On Religion

Second Edition

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John D. Caputo
  • New York, NY: 
    , August
     200 pages.
     For other formats: Link to Publisher's Website.


The 2nd Edition of John D. Caputo's On Religion is a significant revision of the 2001 original, replacing two of that edition's five chapters with four new ones. According to the author, in the new edition “the question of religion is widened to include both its political and its cosmological dimension, and deepened to include an exploration of the groundless ground or displaced place of religion” (xi). The latter meditation is central.

Caputo, like his “hero” Saint Augustine (2), finds himself disturbed or perturbed by the question, “What do I love when I love my God?” Religion, Caputo stipulates, is the love of God (1). God is the “given,” but what is given—that is the question that insists, that perturbs, that twists and turns us in the restless heart of our being and our thought.

On Religion is an essay in radical theology. It does not offer an alternative to confessional theology, but rather it is parasitic upon it (34). Were there not confessional theology, there would be nothing for radical theology to do. Radical theology, true to its name, aims for the roots of theology, sunk deep into “the ultimate ground of Being,” or “the Holy,” or “the unconditional” (Paul Tillich), into “the dark center, the unlit core, the concealed depth, the mystical element,” as Caputo puts it (x, 125, 136, 189). Radical theology holds that religion in the sense of the institutions and practices formulated by and from confessional theologies is haunted by a “depth dimension” that disturbs and perturbs it, is “spooked” by that which is promised in–but never fully delivered by–any particular, concrete, historical religious expression.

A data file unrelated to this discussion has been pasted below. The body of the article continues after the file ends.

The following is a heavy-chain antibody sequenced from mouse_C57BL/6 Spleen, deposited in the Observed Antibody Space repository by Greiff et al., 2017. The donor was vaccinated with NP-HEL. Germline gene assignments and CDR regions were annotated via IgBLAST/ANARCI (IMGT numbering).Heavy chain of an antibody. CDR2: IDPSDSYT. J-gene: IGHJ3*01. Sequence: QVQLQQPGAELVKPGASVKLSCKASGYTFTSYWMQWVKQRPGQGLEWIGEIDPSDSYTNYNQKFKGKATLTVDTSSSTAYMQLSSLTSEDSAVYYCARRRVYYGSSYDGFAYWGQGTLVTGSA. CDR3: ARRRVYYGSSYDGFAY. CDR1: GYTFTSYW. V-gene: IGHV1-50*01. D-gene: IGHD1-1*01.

Caputo's Tillichian approach calls into question the religious/secular distinction, a distinction only as old as modernity. Caputo’s “religion” is not something separate from science, art, or politics. “Rather than a particular region in experience, this [religion] is the deep structure of experience itself, what is fundamental to all experience …this religion does not take place in experience; experience takes place in it” (89).

Thus, one can encounter “religion without religion” within religion as well as “without” (95). “Radical religion and confessional religion do not form a dualism,” but rather “the hermeneutic circulation between the conditional and the unconditional. The unconditional, if there is such a thing, does not exist; it can only be realized or actualized under certain determinate conditions, while the conditional, which does exist, is always a limited realization or actualization of something unconditional” (99).

Caputo, like Tillich, has a revulsion to idolatry—the taking as the ground of Being that which is (merely) an expression of it. The insistence of the unconditional necessarily gives rise to conditioned expressions of it. The tendency is for those conditioned expressions (dogmas, theologies, practices, institutions) to be taken as the unconditional “itself.” The very theopoetical expressions that give “access to” the unconditional also block access to it in the sense of constraining and constricting the possibilities of the unconditional. Theopoetics is the condition of possibility and impossibility of access to the ground of Being. As Caputo puts it, “[t]he saving thing in the concrete religious traditions is their power to make contact with the powers of the deep in figurative and imaginative ways unavailable to straightforward calculative thinking. Their danger—to themselves and to the rest of us—occurs when the theopoetics breaks down, when the figurative is literalized, when the unconditional is contracted to its conditional expression, when the undeconstructible is identified with historically constituted constructions” (106-07).